four police officers had been suspended pending the outcome 
of an investigation, one police officer had been downgraded 
in rank, and four other police officers had been reprimanded. 
 Bakradze added that doctors had examined patients at the 
request of the Ombudsman's office and only Abashidze (broken 
nose) sustained injuries significant enough to require 
Non-Parliamentary Opposition Blames the United States, Others 
6.  (C)  At a June 15 afternoon rally, David Gamkrelidze 
called "on the Ambassadors, including Tefft and Fournier to 
make one more relevant statement.  This action by Saakashvili 
and Merabishvili was incited by their statements."  Tina 
Khidasheli (Republicans - wife of David Usupashvili) said 
that "diplomats are to blame for their irresponsible 
statements."  Levan Gachechiladze said that diplomats needed 
to "refrain from making provocative statements."  Eka Beselia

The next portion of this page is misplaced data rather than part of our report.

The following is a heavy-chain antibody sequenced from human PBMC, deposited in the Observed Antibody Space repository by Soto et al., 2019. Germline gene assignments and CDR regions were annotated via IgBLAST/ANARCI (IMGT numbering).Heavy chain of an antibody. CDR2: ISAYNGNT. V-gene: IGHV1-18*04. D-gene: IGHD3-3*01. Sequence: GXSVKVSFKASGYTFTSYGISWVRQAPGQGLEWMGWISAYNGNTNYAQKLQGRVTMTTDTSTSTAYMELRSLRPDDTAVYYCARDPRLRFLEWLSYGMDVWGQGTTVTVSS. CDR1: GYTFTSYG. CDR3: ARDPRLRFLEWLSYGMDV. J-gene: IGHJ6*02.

(United Georgia) called the USG statement a "propaganda tool 
used by Saakashvili" and only an Embassy Statement.  Koba 
Davitashvili (Party of the People) followed by saying that 
these Ambassadors "have been appointed by previous 
administrations.  We'll see what will change." 
Non-parliamentary Opposition Briefs Diplomatic Corps 
7.  (C)  Nino Burjanadze (Democratic Movement - United 
Georgia), David Usupashvili (Alliance - Republicans), Victor 
Dolidze (Alliance), Salome Zourabichvili (Georgia's Way), 
Beselia, and Gamkrelidze addressed the diplomatic corps after 
their rally at Parliament the evening of June 15.  The group 
focused on the events of June 15 demanding statements 
condemning the GoG and the immediate release of the young 
people involved.  Burjanadze, Gamkrelidze, and Zourabichvili 
condemned the statements that gave Saakashvili "carte 
blanche" to crack down on the protesters.  The group repeated 
a long litany of grievances.  The non-parliamentary 
opposition blamed the GoG for the June 12 incidents outside 
of Parliament for "failing to alert" them of their exact 
plans.  Gamkrelidze called for an investigation, and 
speculated that although an egg or two had been thrown by